## Abstract

An ensemble updating method for categorical state vectors is proposed. The method is based on a Bayesian view of the ensemble Kalman filter (EnKF). In the EnKF, Gaussian approximations to the forecast and filtering distributions are introduced, and the forecast ensemble is updated with a linear shift. Given that the Gaussian approximation to the forecast distribution is correct, the EnKF linear update corresponds to conditional simulation from a Gaussian distribution with mean and covariance such that the posterior samples marginally are distributed according to the Gaussian approximation to the filtering distribution. In the proposed approach for categorical vectors, the Gaussian approximations are replaced with a (possibly higher order) Markov chain model, and the linear update is replaced with simulation based on a class of decomposable graphical models. To make the update robust against errors in the assumed forecast and filtering distributions, an optimality criterion is formulated, for which the resulting optimal updating procedure can be found by solving a linear program. We explore the properties of the proposed updating procedure in a simulation example where each state variable can take three values.

## 1 Introduction

State space models are widely used to analyse dynamic data in a wide range of scientific disciplines, e.g. in finance, reservoir modelling, weather forecasting, and signal processing. A general state space model consists of an unobserved process \(\{x^t\}_{t=1}^{T}\) and a corresponding observed process \(\{y^t\}_{t=1}^{T}\) where \(y^t\) is a partial observation of \(x^t\). The unobserved \(x^{t}\)-process, usually called the state process, is assumed to be a first-order Markov process, and the observations \(y^1, \dots , y^T\) of the observed process are assumed to be conditionally independent given \(\{x^t\}_{t=1}^{T}\) with \(y^t\) only depending on \(x^t\). The main objective of state space modelling is some type of inference about the state process given the observations. There are many inference procedures associated with state space models, among which one of the most common is filtering. Filtering, which is the problem addressed in the present article, refers to the task of computing, for each time step \(t=1, \dots , T\), the distribution of the state \(x^{t}\) given all observations \(y^{1:t} = (y^1, \dots , y^t)\) available at time *t*. In some fields, filtering is known as sequential data assimilation. Other common terms are history matching and online inference. However, in the present article, we use the term filtering throughout.

Because of the particular dependency structure of the general state space model, the series of filtering distributions can be computed recursively according to a recursion which alternates between a forecast step and an update step. Generally, however, apart from a few simple special cases, the exact solution to the filtering recursions is intractable due to complex and/or high-dimensional integrals. Approximate strategies are therefore required, and simulation-based methods, or ensemble methods, represent the most popular approach. An ensemble-based solution may, similarly to the original filtering recursions, alternate between a forecast step and an update step. Instead, however, of computing the forecast and filtering distributions explicitly, the distributions are represented empirically with an ensemble of realisations. The main challenge in this context is the update step where, at time step *t*, an ensemble of (approximate) realisations from the so-called forecast distribution \(p_{x^{t} |y^{1:t-1} }(x^{t} | y^{1:t-1})\) needs to be conditioned on the new observation \(y^t\) so that an updated ensemble of (approximate) realisations from the filtering distribution \(p_{x^{t} |y^{1:t} }(x^{t} | y^{1:t})\) is obtained. Since there is no straightforward way to approach this task, ensemble methods require approximations in the update step. This *ensemble updating problem* is the core focus of the present paper. In particular, we address the problem of updating an ensemble of *categorical* state vectors and present in detail an approximate ensemble updating method for this situation.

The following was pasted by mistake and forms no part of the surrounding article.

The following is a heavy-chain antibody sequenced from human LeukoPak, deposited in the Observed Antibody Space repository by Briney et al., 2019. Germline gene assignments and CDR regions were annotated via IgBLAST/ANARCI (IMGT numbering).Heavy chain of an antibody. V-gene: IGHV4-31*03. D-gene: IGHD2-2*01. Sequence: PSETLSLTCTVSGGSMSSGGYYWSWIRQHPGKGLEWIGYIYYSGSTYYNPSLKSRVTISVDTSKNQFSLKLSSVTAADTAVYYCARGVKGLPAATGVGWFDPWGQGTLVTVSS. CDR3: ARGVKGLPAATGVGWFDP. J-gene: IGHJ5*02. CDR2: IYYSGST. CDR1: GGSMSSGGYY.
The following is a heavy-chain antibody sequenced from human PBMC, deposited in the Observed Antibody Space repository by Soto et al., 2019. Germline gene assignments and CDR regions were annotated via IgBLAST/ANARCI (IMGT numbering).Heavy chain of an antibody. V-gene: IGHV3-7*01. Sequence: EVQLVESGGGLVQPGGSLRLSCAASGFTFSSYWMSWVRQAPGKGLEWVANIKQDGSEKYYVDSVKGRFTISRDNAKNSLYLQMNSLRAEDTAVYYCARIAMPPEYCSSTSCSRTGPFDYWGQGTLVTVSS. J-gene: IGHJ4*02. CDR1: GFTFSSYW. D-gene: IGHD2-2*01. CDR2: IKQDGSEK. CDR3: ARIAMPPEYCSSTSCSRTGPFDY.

Among the ensemble filtering methods that have currently been proposed in the literature there are two main categories; particle filters (Gordon et al. 1993; Doucet et al. 2001) and ensemble Kalman filters (EnKFs) (Burgers et al. 1998; Evensen 2003; Tippett et al. 2003). Particle filters are based on importance sampling while EnKFs rely on a linear-Gaussian assumption about the underlying state space model. Particle filters have the advantage of being asymptotically exact in the sense that as the ensemble size goes to infinity, the filters converge to the exact filtering solution. In practical applications, however, computational resources often restrict the ensemble size to be quite small, and particle filters are known to collapse unless the ensemble size is very large compared to the state dimension (Snyder et al. 2008). For the EnKF, the solution is always biased unless the underlying state space model really is linear-Gaussian. Despite this fact, the EnKF often performs remarkably well also in non-linear, non-Gaussian situations and, unlike the particle filter, also scales well to problems with very high-dimensional states. The filter is, however, inappropriate in situations with categorical vectors, as considered in the present paper.